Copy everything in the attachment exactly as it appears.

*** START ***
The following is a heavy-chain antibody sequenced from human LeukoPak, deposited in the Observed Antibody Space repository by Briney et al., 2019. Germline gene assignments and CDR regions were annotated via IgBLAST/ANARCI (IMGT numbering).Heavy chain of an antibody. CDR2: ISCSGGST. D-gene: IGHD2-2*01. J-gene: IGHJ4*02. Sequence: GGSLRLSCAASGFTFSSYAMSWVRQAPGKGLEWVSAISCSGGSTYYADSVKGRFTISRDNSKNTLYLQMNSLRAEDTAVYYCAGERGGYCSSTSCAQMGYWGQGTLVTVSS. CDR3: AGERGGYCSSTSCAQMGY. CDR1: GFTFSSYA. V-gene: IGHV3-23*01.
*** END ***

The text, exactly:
The following is a heavy-chain antibody sequenced from human LeukoPak, deposited in the Observed Antibody Space repository by Briney et al., 2019. Germline gene assignments and CDR regions were annotated via IgBLAST/ANARCI (IMGT numbering).Heavy chain of an antibody. CDR2: ISCSGGST. D-gene: IGHD2-2*01. J-gene: IGHJ4*02. Sequence: GGSLRLSCAASGFTFSSYAMSWVRQAPGKGLEWVSAISCSGGSTYYADSVKGRFTISRDNSKNTLYLQMNSLRAEDTAVYYCAGERGGYCSSTSCAQMGYWGQGTLVTVSS. CDR3: AGERGGYCSSTSCAQMGY. CDR1: GFTFSSYA. V-gene: IGHV3-23*01.